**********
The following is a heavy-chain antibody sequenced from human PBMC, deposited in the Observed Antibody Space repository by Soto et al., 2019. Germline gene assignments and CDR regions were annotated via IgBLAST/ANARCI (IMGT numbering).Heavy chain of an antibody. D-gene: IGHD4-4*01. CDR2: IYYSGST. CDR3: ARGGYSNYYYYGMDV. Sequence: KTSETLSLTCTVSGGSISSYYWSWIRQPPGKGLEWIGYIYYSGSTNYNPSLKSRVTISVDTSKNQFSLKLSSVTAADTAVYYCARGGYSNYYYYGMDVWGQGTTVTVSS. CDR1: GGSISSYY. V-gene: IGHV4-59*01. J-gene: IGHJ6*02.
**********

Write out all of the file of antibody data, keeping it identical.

The following is a heavy-chain antibody sequenced from human PBMC, deposited in the Observed Antibody Space repository by Soto et al., 2019. Germline gene assignments and CDR regions were annotated via IgBLAST/ANARCI (IMGT numbering).Heavy chain of an antibody. D-gene: IGHD4-4*01. CDR2: IYYSGST. CDR3: ARGGYSNYYYYGMDV. Sequence: KTSETLSLTCTVSGGSISSYYWSWIRQPPGKGLEWIGYIYYSGSTNYNPSLKSRVTISVDTSKNQFSLKLSSVTAADTAVYYCARGGYSNYYYYGMDVWGQGTTVTVSS. CDR1: GGSISSYY. V-gene: IGHV4-59*01. J-gene: IGHJ6*02.